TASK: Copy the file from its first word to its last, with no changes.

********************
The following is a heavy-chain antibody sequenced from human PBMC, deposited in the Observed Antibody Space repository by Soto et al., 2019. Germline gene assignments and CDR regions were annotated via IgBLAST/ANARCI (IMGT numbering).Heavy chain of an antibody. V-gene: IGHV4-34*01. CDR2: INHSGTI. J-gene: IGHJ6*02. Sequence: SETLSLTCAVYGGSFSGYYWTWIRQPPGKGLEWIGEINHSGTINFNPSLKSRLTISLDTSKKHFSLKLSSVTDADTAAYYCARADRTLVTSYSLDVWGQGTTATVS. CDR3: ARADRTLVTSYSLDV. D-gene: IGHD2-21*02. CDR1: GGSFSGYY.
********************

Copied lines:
The following is a heavy-chain antibody sequenced from human PBMC, deposited in the Observed Antibody Space repository by Soto et al., 2019. Germline gene assignments and CDR regions were annotated via IgBLAST/ANARCI (IMGT numbering).Heavy chain of an antibody. V-gene: IGHV4-34*01. CDR2: INHSGTI. J-gene: IGHJ6*02. Sequence: SETLSLTCAVYGGSFSGYYWTWIRQPPGKGLEWIGEINHSGTINFNPSLKSRLTISLDTSKKHFSLKLSSVTDADTAAYYCARADRTLVTSYSLDVWGQGTTATVS. CDR3: ARADRTLVTSYSLDV. D-gene: IGHD2-21*02. CDR1: GGSFSGYY.